For a sharply priced motorcycle the DR has some points and qualities the more expensive manufacturers should take note of. First and foremost, it is 365lbs. It’s heavy enough to have a bit of mass when touring on the road, unlike a trail bike. Yet it’s still light enough that a shorter rider to keep it upright if things go awry.

Another excellent feature the DR has is a smooth as silk throttle response. There’s no jerkiness just a linear acceleration. Something other adventure motorcycle manufacturers could learn from. Even with the low paper specs on power output, the bike can still attain a decent speed.

It’s not perfect, there are some modifications to be made, but that can be said for any bike.

The 3.4GAL fuel tank, while allowing the DR to get over 300km is a bit small for long distance work – just like the KTM 990 Adventure really. JustGasTanks (add a link) has a range available for the DR, the 5GAL coming in at $239.99, while the whopping continent cross without stopping 7.9GAL Safari tank will run you $549.99. Reality setting in, the 5GAL should do for almost anyone that isn’t tackling the Sahara or Australia’s Canning Stock Route. So, Editor Johnston will be pining for the 7.9GAL then.

A dual sport windscreen is a nice touch for the longer highway sections. Available again at for a paltry $78.95… You’d be wanting one for you’re KTM 990 Adventure or BMW F800GS too, but the price won’t be near as reasonable.

The last “needed” upgrade would be the seat. There are Sargent or Corbin options available at $349 and $369 respectively from By comparison, have you spent a week on an F800GS? You’ll be off to the same manufacturers to outfit your wonderkind.

The last point where the DR650 falls flat is the suspension. It’s on the soft side for more tedious off-road work (Clarify the type of off-road work). Again an easy fix. A set of progressive fork springs and Race Tech cartridge emulators will set you back $255.90 from , which is a great resource for all things DR650.

With the suspension upgraded, not only will the bike perform admirably on the rough, it will also be much more sure footed through the canyons. It becomes an exceptional all purpose motorcycle, built to personal taste around a rock solid platform.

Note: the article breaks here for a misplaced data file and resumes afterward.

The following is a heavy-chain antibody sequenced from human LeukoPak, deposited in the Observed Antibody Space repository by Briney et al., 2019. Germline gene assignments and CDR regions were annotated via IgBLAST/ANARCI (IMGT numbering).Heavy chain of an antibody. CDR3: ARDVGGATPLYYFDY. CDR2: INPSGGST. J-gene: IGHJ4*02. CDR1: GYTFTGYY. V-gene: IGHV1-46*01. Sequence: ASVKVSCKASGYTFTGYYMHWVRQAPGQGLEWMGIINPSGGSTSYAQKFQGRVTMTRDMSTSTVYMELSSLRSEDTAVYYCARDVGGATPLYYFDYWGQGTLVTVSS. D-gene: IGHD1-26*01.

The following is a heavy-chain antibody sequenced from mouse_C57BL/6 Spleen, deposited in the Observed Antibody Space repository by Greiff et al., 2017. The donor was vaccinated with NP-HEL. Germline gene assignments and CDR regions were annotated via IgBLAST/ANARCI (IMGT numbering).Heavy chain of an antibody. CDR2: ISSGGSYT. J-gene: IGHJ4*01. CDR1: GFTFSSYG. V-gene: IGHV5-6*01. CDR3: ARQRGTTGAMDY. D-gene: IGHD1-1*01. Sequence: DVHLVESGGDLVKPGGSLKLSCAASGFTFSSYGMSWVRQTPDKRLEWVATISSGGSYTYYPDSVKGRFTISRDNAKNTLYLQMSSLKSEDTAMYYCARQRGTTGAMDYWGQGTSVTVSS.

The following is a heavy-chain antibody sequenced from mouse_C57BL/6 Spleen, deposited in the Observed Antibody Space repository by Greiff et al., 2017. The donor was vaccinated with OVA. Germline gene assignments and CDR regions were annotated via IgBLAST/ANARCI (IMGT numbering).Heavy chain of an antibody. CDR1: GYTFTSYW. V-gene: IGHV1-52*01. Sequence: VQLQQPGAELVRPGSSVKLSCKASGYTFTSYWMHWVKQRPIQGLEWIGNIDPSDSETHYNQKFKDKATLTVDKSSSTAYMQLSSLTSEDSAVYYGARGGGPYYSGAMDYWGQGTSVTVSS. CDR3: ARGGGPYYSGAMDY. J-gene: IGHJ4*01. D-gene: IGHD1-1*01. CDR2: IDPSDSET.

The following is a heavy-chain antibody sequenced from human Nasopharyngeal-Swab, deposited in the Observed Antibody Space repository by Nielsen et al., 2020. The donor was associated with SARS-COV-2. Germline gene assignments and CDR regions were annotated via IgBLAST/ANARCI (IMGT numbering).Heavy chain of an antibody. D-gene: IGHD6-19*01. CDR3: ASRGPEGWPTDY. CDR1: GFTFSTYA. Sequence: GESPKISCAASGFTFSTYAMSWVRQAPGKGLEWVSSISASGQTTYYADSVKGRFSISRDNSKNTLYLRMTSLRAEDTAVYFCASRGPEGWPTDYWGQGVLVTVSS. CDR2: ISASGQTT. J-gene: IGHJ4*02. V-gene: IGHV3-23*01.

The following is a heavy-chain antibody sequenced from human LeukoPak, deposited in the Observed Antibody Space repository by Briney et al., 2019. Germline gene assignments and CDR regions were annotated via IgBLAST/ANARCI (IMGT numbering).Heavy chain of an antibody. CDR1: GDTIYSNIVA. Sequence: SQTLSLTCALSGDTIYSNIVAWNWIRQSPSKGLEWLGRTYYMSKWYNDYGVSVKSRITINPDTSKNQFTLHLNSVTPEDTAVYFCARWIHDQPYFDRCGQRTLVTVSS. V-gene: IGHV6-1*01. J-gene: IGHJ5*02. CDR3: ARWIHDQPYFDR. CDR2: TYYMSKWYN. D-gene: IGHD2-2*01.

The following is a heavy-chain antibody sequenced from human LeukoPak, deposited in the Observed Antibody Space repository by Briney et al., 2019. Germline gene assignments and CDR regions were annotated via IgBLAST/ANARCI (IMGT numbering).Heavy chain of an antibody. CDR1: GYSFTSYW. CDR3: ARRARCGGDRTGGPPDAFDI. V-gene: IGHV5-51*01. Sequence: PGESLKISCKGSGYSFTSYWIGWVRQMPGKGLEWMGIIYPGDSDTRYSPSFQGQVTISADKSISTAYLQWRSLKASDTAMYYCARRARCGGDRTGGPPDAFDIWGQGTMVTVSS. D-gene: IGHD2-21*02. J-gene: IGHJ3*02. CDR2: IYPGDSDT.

To put it all in perspective. The DR is like your wife, your best friend or your confidant. It’s dependable, reliable, and puts up with you and your antics no matter what. The BMW is the “it girl” of the moment. The motorcycle version of Kim Kardashian, and while things are rosy right now, who knows the future of that union, and can you depend on her long term?. The KTM on the other hand is a high priced escort. You know the “relationship” is going to cost you, most wild flings will, and that bill will likely be ridiculously high, yet you still wander into it.

For me though, when it all comes down to signing the check, the final verdict is the DR650. I know it is for me, it is the first bike that I’ve ever regretted selling. Luckily, a quick internet search reveals new DR650’s are selling for $5,100USD right now. Set aside another $925 for modifications listed above and for just a “six pack” over the $6000USD mark you have a very confident adventure touring machine. Sure its not comparing apples to apples, yet the $8000 you save can take you where it really counts… on an adventure.

3 Comments Add yours

  1. Wonderful article, thanks a lot!!! I’m considering to buy Suzuki bike too, but DR-Z400S… Always loved Suzuki, even don”t know why, there is something simple but really attractive in these bikes… 🙂


  2. JoeLloyd says:

    Thanks for that. It’s true, the simplicity sells them. I’d love a DRZ, I’m a bit short for it but would still make it work! 🙂


  3. bladewheels says:

    Lighter & simpler can mask the perception of surface/inputs/response less than bigger/wider/taller. Personally, I opted for a KLR650 after 18 years on an BMW R100GS. Less is more, since before 1984…